but winter is a trying time & many people lose almost all their stock
in winter from difference causes such as starvation where fodder is not
plenty, or perishing from cold or being lost in the woods when they cannot
find any food. But we must keep up our hopes & recollect that many
many meet with these disappointments in this country who have not the
means within their reach of regaining the loss & we, thank God, have,
tho on a small scale.
Dear Francis, I cannot tell you how deeply we feel all your active
kindness about the Land Company & the other appointments you &
kind Maria E. have been endeavouring to procure for Mr. S. He, I assure
you, feels it most acutely as well as I do & never [ ] the impression have
our hearts let the result be what it may. Of the Military Road app't we
have long since lost all hopes as we were told that no one except a military person would be employed. This I mentioned to Harriet as soon as we heard it but I think it must have been in the letter of last Dec'r which
was lost. I hope this one may not meet the same fate.
We have just heard of Mr. Gaits having arrived in York & Tom has
sent to him the letter you so kindly procured from Mr. [Mack-], (the
name we could not decipher) but it was certainly a very flattering letter
& I hope along with all the other interest may have some good effect.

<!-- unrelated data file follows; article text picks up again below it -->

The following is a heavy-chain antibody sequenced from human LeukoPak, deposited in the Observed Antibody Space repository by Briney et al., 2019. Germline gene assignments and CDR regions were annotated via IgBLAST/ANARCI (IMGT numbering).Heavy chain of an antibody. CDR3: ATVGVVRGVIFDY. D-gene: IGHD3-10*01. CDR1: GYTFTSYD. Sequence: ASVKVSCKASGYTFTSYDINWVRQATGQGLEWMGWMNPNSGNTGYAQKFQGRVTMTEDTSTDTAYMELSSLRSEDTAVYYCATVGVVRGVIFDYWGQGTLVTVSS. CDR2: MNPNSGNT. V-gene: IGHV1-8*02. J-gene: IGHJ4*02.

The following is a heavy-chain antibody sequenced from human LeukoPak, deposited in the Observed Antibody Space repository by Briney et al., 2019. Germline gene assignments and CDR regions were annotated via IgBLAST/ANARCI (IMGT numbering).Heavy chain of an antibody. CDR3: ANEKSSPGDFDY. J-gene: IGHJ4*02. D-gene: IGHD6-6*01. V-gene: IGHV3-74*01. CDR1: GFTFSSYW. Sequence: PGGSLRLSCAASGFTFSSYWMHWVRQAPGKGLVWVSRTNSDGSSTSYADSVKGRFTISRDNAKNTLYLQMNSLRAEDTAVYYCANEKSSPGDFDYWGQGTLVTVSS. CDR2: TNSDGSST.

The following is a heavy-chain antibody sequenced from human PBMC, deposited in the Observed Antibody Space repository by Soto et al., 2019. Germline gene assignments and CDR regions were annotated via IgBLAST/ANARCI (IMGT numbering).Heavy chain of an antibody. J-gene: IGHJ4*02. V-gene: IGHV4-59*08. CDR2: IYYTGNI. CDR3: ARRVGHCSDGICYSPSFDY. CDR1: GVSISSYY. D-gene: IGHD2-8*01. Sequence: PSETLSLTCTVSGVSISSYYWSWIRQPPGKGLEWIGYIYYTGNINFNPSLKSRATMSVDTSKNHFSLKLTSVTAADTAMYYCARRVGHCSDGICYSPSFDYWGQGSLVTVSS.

We are anxiously expecting an answer as Tom wrote to Mr. Gait along
with it. He thought it better to send the letters as in the present state of the roads travelling is so tedious and arduous that Mr. G. might have
left York before he could reach it, but he intends going there as soon as
sleighing commences if he finds there is any necessity for doing so.
We thank you most sincerely for recovering the postage of the overcharged
packet. I only learned by Harriets last letter that there had been
a mistake about the am’t & I thought it was for fear of accidents that you
had only sent a part of the money at first.
I have participated in the enjoyment our dear Harriet must have had
from your short visit to Ireland. How nicely it happened that she could join the wedding party at E'town & that you were there then also. I sincerely wish dear Harriet Butler all the happiness so truly amiable a creature deserves.
Tho' I know you don't admire speech making or sentimentalising,
yet I must tell you in plain & simple truth that your letter gave me sincere happiness (tho' not unmixed with pain arising from the consciousness of having deserved the reproof) but it showed me that you still love me & feel the same uncle-like affection for me that you ever did my own dear "Old boy" & I feel tenderly alive to your kindness in giving up so much of your time & attention to me when you might so reasonably & fairly have cast me off as undeserving of your care from my very inexcusable weakness & discontent.
I intended to have written to my dear Alicia but as I could only repeat
the substance of this letter, I think I had better defer it till another time & at present commission you to give her my warm love & thanks for her
note. The account of all your dear children is most interesting always to
one who must ever feel the strongest affection for you and yours, & now
believe me to be your grateful niece, pupil & daughter.
Fr. Stewart